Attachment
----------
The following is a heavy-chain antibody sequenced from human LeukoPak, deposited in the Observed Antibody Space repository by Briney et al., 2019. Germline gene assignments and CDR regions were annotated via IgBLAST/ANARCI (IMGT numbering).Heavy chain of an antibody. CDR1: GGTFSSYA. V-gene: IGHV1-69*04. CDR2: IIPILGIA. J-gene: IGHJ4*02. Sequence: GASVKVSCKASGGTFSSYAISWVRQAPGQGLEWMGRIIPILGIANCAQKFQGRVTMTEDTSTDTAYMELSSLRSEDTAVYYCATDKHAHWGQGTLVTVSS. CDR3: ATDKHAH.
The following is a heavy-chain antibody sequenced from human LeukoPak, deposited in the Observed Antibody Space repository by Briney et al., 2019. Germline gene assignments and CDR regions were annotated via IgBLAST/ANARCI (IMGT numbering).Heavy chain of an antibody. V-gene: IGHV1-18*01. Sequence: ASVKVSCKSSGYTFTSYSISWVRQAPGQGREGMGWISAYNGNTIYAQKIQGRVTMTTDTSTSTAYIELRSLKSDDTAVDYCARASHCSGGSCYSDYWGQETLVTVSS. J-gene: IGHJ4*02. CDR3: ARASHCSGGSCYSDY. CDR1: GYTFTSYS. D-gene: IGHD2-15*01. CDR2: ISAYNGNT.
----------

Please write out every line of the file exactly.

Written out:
The following is a heavy-chain antibody sequenced from human LeukoPak, deposited in the Observed Antibody Space repository by Briney et al., 2019. Germline gene assignments and CDR regions were annotated via IgBLAST/ANARCI (IMGT numbering).Heavy chain of an antibody. CDR1: GGTFSSYA. V-gene: IGHV1-69*04. CDR2: IIPILGIA. J-gene: IGHJ4*02. Sequence: GASVKVSCKASGGTFSSYAISWVRQAPGQGLEWMGRIIPILGIANCAQKFQGRVTMTEDTSTDTAYMELSSLRSEDTAVYYCATDKHAHWGQGTLVTVSS. CDR3: ATDKHAH.
The following is a heavy-chain antibody sequenced from human LeukoPak, deposited in the Observed Antibody Space repository by Briney et al., 2019. Germline gene assignments and CDR regions were annotated via IgBLAST/ANARCI (IMGT numbering).Heavy chain of an antibody. V-gene: IGHV1-18*01. Sequence: ASVKVSCKSSGYTFTSYSISWVRQAPGQGREGMGWISAYNGNTIYAQKIQGRVTMTTDTSTSTAYIELRSLKSDDTAVDYCARASHCSGGSCYSDYWGQETLVTVSS. J-gene: IGHJ4*02. CDR3: ARASHCSGGSCYSDY. CDR1: GYTFTSYS. D-gene: IGHD2-15*01. CDR2: ISAYNGNT.